Control Line (CL) models are designed to be flown in a circular course around the pilot on a line or lines. Because the models are usually solely manipulated on the up and down (pitch) axes, basic control is relatively straightforward.
The pilot holds a handle with the aircraft’s lines attached to it and controls the airplane’s altitude by moving his or her arm or wrist forward or downward.
Once a pilot’s basic flight skills have been honed, he or she can learn to do a variety of beautiful maneuvers.
Radio Control Model Aircrafts
There are two types of Radio Control (RC) gliders: powered and non-powered gliders. The RC airplane follows the same flight principles as a full-scale plane, but its design and operation are more complicated.
It is strongly advised that a newbie hires the services of a qualified RC pilot or instructor. You might want to use the RC glider as a beginner’s first flight experience.
If you want to appreciate the time and money you spend on the activity, you’ll need a high-quality system. Make no attempt to fly an airplane with an engine that is too tiny and lacks any “cushion” of power.
What Are Model Aircraft Used For?
Model aircraft are used for prototyping and developing new designs. In fact, only a portion of the airplanes is actually modeled. Common uses of modeled aircraft are when they are used for presenting a new design, souvenirs for airlines, or a collection for enthusiasts.
A miniature Unmanned Aerial Vehicle (UAV) is also known as a model airplane. It could be a replica of an existing plane or a completely fictional plane.
Flying and non-flying model aircraft are their two most common categories.
Static, display, and shelf models are all terms for non-flying models. They include everything from mass-produced toys to highly detailed museum models.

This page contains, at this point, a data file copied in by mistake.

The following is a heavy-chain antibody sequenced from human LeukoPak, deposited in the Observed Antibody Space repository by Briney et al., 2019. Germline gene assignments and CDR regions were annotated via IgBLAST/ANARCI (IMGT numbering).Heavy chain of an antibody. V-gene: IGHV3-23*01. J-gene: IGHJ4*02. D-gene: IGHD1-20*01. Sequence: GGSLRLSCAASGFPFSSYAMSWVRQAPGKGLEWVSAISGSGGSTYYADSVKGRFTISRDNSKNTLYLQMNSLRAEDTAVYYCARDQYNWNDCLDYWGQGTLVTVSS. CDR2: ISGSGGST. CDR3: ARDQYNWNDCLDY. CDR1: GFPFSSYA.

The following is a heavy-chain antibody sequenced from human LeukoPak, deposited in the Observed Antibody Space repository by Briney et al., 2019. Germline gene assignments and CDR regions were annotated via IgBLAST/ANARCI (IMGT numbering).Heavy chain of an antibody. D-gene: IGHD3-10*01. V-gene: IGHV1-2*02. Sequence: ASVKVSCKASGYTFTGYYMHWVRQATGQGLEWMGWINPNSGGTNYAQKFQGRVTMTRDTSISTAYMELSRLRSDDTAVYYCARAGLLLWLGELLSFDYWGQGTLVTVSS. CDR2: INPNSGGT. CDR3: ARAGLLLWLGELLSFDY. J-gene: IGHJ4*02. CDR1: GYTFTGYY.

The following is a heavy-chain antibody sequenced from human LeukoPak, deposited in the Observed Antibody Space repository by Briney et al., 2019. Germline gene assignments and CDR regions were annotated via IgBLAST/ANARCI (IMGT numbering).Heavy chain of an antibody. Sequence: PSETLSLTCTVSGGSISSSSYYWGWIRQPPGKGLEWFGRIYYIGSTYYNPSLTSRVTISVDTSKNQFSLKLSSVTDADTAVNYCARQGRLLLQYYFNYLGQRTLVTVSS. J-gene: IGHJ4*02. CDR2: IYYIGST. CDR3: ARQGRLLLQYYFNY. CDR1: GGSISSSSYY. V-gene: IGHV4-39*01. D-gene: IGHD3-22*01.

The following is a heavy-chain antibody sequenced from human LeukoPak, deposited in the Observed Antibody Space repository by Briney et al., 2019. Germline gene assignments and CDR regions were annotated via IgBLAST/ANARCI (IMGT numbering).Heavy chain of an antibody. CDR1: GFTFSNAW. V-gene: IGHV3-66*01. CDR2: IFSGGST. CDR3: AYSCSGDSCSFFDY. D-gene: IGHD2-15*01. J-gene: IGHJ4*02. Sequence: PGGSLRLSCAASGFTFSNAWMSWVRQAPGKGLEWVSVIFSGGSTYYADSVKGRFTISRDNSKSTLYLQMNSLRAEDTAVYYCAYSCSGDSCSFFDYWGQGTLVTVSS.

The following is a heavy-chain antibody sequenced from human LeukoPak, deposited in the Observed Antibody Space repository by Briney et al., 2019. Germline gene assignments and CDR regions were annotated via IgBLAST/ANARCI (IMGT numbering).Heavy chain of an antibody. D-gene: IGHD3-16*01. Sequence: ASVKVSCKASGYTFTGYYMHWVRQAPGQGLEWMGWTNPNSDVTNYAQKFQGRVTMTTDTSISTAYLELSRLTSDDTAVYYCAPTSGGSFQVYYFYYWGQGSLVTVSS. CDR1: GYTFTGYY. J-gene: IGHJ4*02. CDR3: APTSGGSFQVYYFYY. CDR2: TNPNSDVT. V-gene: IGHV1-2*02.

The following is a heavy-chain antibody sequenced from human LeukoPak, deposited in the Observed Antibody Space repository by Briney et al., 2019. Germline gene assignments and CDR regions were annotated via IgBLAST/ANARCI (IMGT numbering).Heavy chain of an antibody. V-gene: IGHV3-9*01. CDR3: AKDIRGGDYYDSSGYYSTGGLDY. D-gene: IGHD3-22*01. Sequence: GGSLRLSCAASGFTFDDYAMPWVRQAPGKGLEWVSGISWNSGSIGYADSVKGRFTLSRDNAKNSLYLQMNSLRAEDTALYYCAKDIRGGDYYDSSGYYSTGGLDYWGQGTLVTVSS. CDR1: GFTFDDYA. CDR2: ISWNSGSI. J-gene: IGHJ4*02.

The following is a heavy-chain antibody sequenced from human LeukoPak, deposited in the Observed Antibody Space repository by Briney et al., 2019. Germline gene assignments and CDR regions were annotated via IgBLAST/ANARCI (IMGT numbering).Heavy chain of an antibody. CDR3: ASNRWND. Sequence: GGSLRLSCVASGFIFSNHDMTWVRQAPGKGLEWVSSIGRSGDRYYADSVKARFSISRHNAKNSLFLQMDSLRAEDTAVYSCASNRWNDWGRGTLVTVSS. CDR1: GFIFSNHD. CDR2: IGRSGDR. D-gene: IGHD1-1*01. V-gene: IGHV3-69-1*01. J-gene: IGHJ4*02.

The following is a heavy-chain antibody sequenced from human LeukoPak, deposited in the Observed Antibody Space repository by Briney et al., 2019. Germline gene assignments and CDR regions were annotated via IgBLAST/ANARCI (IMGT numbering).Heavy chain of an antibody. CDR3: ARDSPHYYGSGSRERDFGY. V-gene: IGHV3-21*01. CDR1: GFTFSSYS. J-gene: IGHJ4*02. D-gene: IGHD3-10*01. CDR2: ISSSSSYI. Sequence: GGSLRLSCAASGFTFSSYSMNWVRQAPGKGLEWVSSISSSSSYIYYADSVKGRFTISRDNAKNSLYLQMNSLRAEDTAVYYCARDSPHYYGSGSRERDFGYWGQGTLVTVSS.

Flying models range from tiny toy gliders to scale models driven by electricity. Some can be quite enormous, especially when used to imitate real-life flight conditions.
Wind tunnel models are used by aircraft makers and researchers. They are used for prototyping and developing new designs.
Static model airplanes cannot fly and are used for display, education, and data collection in wind tunnels for full-scale aircraft design.
They can be made out of any acceptable material, such as plastic, wood, metal, paper, or fiberglass, and they can be built to a certain scale so that the original’s size can be compared to that of other planes. Models may be ready to paint or assemble, either with glue, screws, or clipping together, or both.
Many airlines throughout the world allow their planes to be modeled for publicity purposes. Airlines used to order big-size models of their planes to give away as promotional items to travel companies.
They are used to advertise an airline or commemorate a new route or achievement, desktop miniature airplanes may be handed to the airport, airline, and government authorities.
In contrast to commercial airplanes, which are meant to transport people and cargo from one location to another, small planes are created as transportation equipment.
Model airplanes, for the most part, are not designed to fly; instead, they are used for exhibition, education, advertising, and data collection in wind tunnels in preparation for full-scale aircraft design.
Model airplanes, like airplanes, come in a variety of shapes and sizes depending on the aircraft’s job. Model airplanes, on the other hand, are miniature copies.
“Only the things I love”
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So, here are the things I love when taking care of my Diecast Models.
Cleaning the Models
The first we are going to talk about is cleaning the models.
- Air Brush – For me, this is the best since it not just removes dust but you can use it in painting/clear coating.
- Air Duster – This is a good alternative to Airbrush
- Normal Brush – If you are short on budget, you can use a normal brush. However, make sure that the brush has soft bristles because there are some hard brushes than can cause scratches. That’s why I recommended a good brush that can do the job properly.